Statistically, most people would rather get stabbed in the eye with a steak knife than talk to a car salesman. We're just barely joking about that -- a poll found that 83 percent of Americans dread having to buy a car, and 20 percent said they would give up sex for a month if it meant they wouldn't have to deal with the soul-crushing haggling experience.
Well, I'm a god-forsaken car salesman, and despite my gold tooth and plaid sports coat, I don't actually want to screw you over. I've been hocking cars for over a decade now, so I know all the ins and outs of car sales. Here's what you should know:
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First off, if you see a dealership with a "too good to be true" price, look closer. There are lots of ways they can screw you without you ever knowing it.
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"Oh, I forgot to add in the 'buying a car on July 25' tax. They just passed it, probably won't find it if you look it up."
One thing to keep in mind is that where Walmart can undercut competition because they can always find merchandise from a lower-paying sweatshop, every car dealer pays the exact same price for their cars, regardless of where they're located. We even have a database that we log our sales into, so dealerships see one another's prices. Likewise, every dealer has to play by the same rules when it comes to manufacturer incentives like cash-back rebates and financing offers.
Why does that matter to you? Well, it means that if one dealership is offering the same car for $1,000 less than another dealer, either they're willing to take $1,000 less in profit out of the goodness of their hearts or they're not telling you something. Guess which is more likely!
"He said it was because he liked my face! It's plausible!"
So, there are a bunch of ways dealers can seem like they're coming down on the price or adding free stuff without actually doing it. For instance, their advertised prices frequently have a miniscule disclaimer at the bottom that says "all incentives applied." What this means is that all of the little bonuses and extra discounts that a dealer can offer have been subtracted from the advertised price, but that doesn't mean you're necessarily eligible for them. So, that price may include incentives for things like being a recent college graduate or a bonus for brand loyalty. Unless you just graduated and already own a Ford, those incentives don't apply to you, and the sweet price you thought you were getting just shot up $1,250. Also, dealers commonly offer either a cash-back bonus or low-interest financing, but not both -- even if the sign out front has both offers prominently displayed.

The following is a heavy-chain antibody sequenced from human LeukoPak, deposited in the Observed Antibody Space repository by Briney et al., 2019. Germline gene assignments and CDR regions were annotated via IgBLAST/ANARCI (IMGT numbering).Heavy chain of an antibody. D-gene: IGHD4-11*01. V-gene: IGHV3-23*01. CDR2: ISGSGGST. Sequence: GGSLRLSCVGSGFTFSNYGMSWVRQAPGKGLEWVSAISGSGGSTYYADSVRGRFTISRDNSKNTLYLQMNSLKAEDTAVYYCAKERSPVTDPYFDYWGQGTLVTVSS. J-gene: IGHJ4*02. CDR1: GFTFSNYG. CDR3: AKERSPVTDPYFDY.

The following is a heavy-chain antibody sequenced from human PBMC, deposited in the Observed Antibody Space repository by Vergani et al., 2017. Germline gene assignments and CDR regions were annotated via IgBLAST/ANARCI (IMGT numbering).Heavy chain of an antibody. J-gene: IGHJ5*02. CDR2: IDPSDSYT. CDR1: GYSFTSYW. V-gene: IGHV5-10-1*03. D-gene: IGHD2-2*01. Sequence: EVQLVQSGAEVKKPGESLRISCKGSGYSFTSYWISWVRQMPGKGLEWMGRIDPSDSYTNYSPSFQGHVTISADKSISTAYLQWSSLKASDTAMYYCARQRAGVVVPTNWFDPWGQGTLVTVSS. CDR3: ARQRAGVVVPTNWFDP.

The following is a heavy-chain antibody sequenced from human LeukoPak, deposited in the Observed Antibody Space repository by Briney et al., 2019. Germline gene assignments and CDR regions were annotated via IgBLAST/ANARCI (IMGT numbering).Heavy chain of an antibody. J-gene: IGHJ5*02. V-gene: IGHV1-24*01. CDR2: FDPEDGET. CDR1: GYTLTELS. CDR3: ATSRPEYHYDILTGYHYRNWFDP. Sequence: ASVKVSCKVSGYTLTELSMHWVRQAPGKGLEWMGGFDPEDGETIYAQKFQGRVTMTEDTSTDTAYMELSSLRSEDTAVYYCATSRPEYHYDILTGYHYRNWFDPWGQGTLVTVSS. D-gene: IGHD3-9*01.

Other shady dealers will sweeten the deal by offering additional items like paint protection, extended warranties, or gap insurance while telling you not to worry your sphincter over it, because it's all "included in your payment" -- implying, of course, that you're getting it for free (since it's under the umbrella of what you're already paying for). But wait, did you actually ask for that stuff? And if you say you don't want it, shouldn't your payment be lower? Yeah, what the dealer is pretending to throw in like the toy with your $30,000 Happy Meal is called payment packing, or "charging you for shit you didn't agree to buy." If you're thinking to yourself that payment packing should be illegal, it actually is in some states, and as we all know, once a law is made, nobody ever, ever breaks it.
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"He's trying to get him to sign off on rust-undercoating. Send them in."
The point is, unless you're getting the price minus those incentives and with the interest you will actually be charged over the life of the loan, you're not getting the price -- you're getting an irrelevant string of digits. Which brings us to ...
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If you've ever bought a car from a dealership, you've almost certainly had the dealer sit you down and watch as he pulled out a piece of paper onto which he drew four squares. This is the beginning of the price negotiation phase, and you are about to see all of the salesperson's mystical mind tricks on display.
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"Obi-Wan also never told you how he got tricked into buying a PT Cruiser with spinners."